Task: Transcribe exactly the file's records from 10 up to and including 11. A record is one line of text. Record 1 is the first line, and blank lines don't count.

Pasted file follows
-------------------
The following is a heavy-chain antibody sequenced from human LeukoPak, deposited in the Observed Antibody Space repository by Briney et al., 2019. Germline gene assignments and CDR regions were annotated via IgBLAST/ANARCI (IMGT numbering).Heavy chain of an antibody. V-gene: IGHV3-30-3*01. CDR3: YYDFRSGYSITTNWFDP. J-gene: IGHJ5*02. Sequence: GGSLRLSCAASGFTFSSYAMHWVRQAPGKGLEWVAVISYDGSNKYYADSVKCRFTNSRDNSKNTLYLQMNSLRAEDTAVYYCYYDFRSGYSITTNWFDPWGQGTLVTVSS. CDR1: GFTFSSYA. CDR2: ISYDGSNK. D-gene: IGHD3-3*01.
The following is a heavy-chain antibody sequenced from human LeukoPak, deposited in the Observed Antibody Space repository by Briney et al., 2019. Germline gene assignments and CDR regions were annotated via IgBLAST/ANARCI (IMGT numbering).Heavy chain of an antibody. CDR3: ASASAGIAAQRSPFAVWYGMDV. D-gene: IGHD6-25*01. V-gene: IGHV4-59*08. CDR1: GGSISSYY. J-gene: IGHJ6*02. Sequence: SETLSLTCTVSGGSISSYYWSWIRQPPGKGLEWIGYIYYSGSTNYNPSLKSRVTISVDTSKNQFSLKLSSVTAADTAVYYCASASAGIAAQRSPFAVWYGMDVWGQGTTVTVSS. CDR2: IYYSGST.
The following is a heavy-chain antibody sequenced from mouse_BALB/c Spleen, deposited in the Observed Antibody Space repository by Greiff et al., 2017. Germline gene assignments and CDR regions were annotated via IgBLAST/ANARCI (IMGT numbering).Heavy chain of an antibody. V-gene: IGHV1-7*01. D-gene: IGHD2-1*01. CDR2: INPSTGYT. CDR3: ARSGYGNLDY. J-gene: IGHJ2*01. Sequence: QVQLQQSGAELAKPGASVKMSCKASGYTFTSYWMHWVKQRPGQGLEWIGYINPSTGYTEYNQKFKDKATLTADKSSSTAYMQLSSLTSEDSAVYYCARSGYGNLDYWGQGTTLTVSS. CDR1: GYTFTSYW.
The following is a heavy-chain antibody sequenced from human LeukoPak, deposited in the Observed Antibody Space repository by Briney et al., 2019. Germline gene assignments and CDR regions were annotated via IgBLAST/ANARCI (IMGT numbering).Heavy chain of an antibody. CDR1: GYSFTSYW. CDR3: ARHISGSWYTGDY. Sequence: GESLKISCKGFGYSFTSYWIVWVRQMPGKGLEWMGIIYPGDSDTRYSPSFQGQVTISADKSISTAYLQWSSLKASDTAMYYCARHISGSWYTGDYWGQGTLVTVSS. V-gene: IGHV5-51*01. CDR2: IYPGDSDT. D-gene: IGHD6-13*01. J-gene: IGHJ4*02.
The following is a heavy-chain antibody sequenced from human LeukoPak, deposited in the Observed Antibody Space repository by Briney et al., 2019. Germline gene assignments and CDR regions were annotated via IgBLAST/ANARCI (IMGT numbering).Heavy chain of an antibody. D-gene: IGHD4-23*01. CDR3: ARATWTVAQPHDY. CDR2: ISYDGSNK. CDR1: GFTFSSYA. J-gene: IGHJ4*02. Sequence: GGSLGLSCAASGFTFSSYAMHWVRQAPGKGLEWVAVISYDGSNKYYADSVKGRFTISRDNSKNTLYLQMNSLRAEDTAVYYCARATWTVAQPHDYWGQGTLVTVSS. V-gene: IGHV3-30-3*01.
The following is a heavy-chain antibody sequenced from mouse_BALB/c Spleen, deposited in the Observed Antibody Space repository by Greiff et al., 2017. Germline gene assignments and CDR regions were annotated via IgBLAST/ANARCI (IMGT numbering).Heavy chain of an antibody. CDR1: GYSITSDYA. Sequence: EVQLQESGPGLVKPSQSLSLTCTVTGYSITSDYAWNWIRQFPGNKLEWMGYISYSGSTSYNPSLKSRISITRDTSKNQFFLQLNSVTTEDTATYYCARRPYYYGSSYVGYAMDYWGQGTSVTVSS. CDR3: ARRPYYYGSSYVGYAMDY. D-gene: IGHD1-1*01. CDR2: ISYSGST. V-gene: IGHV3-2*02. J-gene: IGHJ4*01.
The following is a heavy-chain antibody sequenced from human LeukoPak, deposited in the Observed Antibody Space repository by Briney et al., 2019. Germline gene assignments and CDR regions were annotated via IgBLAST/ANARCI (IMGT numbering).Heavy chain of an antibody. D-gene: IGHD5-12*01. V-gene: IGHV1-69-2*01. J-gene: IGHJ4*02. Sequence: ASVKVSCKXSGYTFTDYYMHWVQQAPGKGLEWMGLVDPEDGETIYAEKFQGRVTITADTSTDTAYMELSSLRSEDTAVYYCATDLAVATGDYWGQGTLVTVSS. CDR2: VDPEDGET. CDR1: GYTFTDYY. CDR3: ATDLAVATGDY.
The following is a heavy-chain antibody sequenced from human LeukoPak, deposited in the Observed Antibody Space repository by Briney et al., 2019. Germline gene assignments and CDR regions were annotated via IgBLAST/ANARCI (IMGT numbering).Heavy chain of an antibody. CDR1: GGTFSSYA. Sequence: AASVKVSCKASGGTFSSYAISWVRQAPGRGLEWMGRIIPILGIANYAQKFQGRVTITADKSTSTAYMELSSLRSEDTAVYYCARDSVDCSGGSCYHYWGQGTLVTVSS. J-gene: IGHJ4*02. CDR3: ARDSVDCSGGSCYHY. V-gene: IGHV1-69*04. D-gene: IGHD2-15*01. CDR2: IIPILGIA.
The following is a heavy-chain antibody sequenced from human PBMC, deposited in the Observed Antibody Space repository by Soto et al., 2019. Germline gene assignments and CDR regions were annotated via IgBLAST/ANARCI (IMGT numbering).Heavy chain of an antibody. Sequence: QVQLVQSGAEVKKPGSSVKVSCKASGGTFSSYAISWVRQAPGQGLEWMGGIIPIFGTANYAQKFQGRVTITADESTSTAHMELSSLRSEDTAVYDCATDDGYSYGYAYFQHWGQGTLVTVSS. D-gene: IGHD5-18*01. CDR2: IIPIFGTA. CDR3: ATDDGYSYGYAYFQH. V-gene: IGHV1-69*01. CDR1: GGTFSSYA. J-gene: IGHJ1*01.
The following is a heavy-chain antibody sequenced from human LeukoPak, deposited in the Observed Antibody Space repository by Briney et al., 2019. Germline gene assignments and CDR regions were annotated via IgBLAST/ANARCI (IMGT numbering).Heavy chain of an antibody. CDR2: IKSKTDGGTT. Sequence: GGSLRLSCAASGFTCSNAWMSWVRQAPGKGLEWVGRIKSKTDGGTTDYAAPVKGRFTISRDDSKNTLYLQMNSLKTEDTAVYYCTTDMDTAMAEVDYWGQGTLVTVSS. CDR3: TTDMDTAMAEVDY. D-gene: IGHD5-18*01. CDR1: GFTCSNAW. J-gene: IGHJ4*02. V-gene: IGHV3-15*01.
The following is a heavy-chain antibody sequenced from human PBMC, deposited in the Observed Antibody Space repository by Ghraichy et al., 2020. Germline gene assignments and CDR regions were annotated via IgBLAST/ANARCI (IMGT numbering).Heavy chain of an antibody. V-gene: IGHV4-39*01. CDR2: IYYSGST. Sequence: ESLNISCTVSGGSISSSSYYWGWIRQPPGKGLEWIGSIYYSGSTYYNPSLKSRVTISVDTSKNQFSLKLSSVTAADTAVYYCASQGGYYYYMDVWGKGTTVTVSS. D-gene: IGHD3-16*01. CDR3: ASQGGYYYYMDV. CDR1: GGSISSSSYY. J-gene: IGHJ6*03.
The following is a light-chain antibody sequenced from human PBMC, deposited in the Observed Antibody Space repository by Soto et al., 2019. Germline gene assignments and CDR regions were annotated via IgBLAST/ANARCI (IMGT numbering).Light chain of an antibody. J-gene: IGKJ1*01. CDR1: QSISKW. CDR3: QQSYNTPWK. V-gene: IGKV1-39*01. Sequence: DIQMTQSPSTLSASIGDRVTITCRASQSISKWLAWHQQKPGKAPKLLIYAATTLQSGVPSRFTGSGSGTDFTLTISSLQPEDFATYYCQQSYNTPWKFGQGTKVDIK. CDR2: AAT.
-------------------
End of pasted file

The following is a heavy-chain antibody sequenced from human LeukoPak, deposited in the Observed Antibody Space repository by Briney et al., 2019. Germline gene assignments and CDR regions were annotated via IgBLAST/ANARCI (IMGT numbering).Heavy chain of an antibody. CDR2: IKSKTDGGTT. Sequence: GGSLRLSCAASGFTCSNAWMSWVRQAPGKGLEWVGRIKSKTDGGTTDYAAPVKGRFTISRDDSKNTLYLQMNSLKTEDTAVYYCTTDMDTAMAEVDYWGQGTLVTVSS. CDR3: TTDMDTAMAEVDY. D-gene: IGHD5-18*01. CDR1: GFTCSNAW. J-gene: IGHJ4*02. V-gene: IGHV3-15*01.
The following is a heavy-chain antibody sequenced from human PBMC, deposited in the Observed Antibody Space repository by Ghraichy et al., 2020. Germline gene assignments and CDR regions were annotated via IgBLAST/ANARCI (IMGT numbering).Heavy chain of an antibody. V-gene: IGHV4-39*01. CDR2: IYYSGST. Sequence: ESLNISCTVSGGSISSSSYYWGWIRQPPGKGLEWIGSIYYSGSTYYNPSLKSRVTISVDTSKNQFSLKLSSVTAADTAVYYCASQGGYYYYMDVWGKGTTVTVSS. D-gene: IGHD3-16*01. CDR3: ASQGGYYYYMDV. CDR1: GGSISSSSYY. J-gene: IGHJ6*03.